Tidy Home Tips & Tidbits No. 3 | Have Toy Rules


T O Y   R U L E S

Buy it with thought.

Store it with care.

Use less plastic.

Buy from small shops.

One in one out.

Use creativity, beauty, and imagination.

Don’t overbuy!


We have a “Food Rules” poster in our kitchen that I love. It’s beautiful, practical, simple, and true. It used to live in our dining room, but I’ve recently moved it into the kitchen so I can see it more often throughout the day as it offers gentle reminders how we as a family can tread more lightly when it comes to buying, prepping, and consuming food in our everyday lives. These rules were crafted out of necessity several decades back, however with the pressing and alarming environmental concerns we have today, they are more important than ever. While I was roasting a big batch of vegetables that were about to turn and become compost, the idea came to me “Why not create “Toy Rules”? For you, for me, for family members who need a bit of direction when it comes to gifting and buying toys for both your home and theirs. Ideas have their way of tumbling out when I am doing things at home and making things with my hands, and this time was no exception. In keeping with Tidy Tuesdays, here are some simple and straightforward “Toy Rules” you can use when it comes to bringing toys into your home and storing them with care. Feel free to pass this along to others or share with your partner as a helpful guideline to follow if feeling stuck when it comes to supporting your little one’s play.


Toy Rules Explained 

  1. Buy it with thought | When it comes to purchasing and bringing toys into your home, be thoughtful. What I mean by this is, don’t fall into the consumerism trap by buying whatever is on trend, on sale, on Instagram just because. Consider materials that are made from the earth, the opportunity for open-ended play, the quality of materials used, and how imaginative it is. Buying with thought means taking the time to consider the who, where, what, when, and why of each item. Who is going play with this toy? Where are they going to play with this toy? What will this toy do for their play? When will this toy come into our home? And why is this toy worth the purchase? Taking time to ask a few simple questions before blindly making a purchase is how you can weave more mindful living into this area of your life.
  2. Store it with care | Mindful considerations should not stop once a toy is brought home, and in fact, the way you store it can directly impact the kind of play, deep engagement, and respect that will go along with those items. Storing your little one’s toys with care can mean the following:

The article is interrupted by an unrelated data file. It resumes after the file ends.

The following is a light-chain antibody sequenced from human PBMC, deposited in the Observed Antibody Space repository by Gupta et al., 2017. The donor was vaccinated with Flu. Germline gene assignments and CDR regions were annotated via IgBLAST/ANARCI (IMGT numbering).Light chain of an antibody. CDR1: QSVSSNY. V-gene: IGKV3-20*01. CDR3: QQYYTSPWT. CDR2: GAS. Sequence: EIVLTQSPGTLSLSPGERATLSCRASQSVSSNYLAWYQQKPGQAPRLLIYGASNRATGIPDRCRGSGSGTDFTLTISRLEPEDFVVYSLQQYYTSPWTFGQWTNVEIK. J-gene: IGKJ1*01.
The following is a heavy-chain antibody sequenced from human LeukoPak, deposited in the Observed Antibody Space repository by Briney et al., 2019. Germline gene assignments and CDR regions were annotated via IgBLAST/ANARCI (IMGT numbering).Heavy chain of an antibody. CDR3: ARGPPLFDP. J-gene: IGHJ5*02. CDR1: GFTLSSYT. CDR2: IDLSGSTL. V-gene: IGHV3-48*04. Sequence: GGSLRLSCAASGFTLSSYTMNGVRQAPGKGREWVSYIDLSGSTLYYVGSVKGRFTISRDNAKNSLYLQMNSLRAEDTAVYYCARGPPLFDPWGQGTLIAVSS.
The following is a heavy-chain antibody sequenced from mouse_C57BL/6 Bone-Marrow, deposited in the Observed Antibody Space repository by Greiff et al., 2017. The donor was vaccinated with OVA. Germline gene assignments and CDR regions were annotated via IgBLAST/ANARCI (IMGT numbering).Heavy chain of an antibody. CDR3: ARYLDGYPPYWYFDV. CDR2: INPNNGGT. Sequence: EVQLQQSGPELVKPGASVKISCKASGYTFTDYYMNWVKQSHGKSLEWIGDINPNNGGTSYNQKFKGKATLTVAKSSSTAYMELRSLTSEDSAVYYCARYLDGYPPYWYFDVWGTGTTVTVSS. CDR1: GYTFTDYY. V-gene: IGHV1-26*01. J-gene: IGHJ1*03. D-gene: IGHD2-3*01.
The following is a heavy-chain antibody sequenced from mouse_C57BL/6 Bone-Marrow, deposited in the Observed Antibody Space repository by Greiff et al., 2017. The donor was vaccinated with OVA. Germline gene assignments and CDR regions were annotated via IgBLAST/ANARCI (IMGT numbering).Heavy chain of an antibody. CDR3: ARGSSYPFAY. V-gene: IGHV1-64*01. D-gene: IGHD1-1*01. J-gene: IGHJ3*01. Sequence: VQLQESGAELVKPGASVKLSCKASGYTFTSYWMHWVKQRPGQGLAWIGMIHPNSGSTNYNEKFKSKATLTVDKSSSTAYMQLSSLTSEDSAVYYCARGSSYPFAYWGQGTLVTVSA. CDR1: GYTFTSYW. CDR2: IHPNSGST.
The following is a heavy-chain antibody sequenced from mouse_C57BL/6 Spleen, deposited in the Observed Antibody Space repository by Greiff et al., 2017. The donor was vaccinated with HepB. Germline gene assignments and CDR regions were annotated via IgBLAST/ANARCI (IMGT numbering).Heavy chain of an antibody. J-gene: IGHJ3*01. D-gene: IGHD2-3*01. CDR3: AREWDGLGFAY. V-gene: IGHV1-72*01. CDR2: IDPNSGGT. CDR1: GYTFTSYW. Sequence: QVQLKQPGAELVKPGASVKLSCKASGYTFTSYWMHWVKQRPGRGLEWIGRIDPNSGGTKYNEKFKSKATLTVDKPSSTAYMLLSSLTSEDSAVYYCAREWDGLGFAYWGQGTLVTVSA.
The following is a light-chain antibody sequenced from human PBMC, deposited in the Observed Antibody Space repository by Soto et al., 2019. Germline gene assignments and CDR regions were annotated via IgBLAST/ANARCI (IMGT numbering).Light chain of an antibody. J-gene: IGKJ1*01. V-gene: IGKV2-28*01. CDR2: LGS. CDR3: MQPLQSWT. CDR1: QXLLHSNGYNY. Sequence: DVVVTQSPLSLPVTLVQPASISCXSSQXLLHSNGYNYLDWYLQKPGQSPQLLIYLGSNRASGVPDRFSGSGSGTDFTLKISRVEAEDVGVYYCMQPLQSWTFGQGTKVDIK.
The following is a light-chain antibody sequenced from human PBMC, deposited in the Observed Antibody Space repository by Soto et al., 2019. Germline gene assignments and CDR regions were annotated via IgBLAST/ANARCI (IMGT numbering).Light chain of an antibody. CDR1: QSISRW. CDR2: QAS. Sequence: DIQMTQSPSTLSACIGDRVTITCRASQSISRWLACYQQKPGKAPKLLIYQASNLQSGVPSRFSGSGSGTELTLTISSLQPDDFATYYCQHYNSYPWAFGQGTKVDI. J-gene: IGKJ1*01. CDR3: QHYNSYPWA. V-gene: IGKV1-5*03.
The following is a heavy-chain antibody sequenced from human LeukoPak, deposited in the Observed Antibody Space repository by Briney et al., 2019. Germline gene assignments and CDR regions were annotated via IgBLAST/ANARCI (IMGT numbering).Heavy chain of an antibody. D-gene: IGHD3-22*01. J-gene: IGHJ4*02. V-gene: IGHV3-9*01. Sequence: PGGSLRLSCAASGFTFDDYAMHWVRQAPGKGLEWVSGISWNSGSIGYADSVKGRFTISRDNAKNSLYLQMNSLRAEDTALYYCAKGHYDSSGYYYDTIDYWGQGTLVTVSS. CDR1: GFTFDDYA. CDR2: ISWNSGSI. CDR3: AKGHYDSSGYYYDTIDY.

1. Make the storage beautiful by using natural fiber baskets, wood bowls, wood boxes, and open storage like a wood bookshelf.
    2. Store the toys at kid-level making it easy to access throughout the day.
    3. Separate toys into various bins and baskets rather than using one big basket to sort and store. This kind of one basket toy storage is overwhelming and will likely result in less play. True, it’s easier clean up to toss everything into one giant bin, but it makes play significantly more challenging when blocks and train tracks and cars and silks are all jumbled up.
    4. Consider rotating toys a few times a year to keep things fresh and from overtaking your home. When the kids are given gifts for Christmas or birthdays, I’ll tuck a few away for a rainy day and they end up having so much more fun with that particular toy now that it’s newness is isolated, as opposed to being lost in the chaos of many presents.
    5. Lastly, keep storage simple and natural. Source second hand as much as possible for this, and store items as if you would see them on display in a small shop. The more care you offer the items in your home, the more caring the overall environment will become in general.
  3. Use less plastic | Yes, wood toys are everywhere and quite trendy right now, but this is a trend worth following. Besides the glaring fact that plastic was not made to decompose (!!!!) most plastic toys are what’s considered “fixed”, meaning they are likely to have one specific play function. When a toy has one specific play function, it tends to be limited in terms of freedom of creativity and imagination. Think about all the ways your kids have played with a single stick. It can be a wand one moment, and a paint brush the next! Now think about a plastic item that was cool for two days and now collects dust in the corner. See? Also, natural materials are much more sensory based than toys manufactured in factories with chemicals and machines. They are homier, more beautiful, sturdy, and often times, well made to last for years and years. My kids play with the wood blocks my brother played with, and the wood barn my papa made more than 40 years ago! You might end up spending a bit more upfront, maybe not, but this rule will help you save a lot of energy, time, and money in the long run.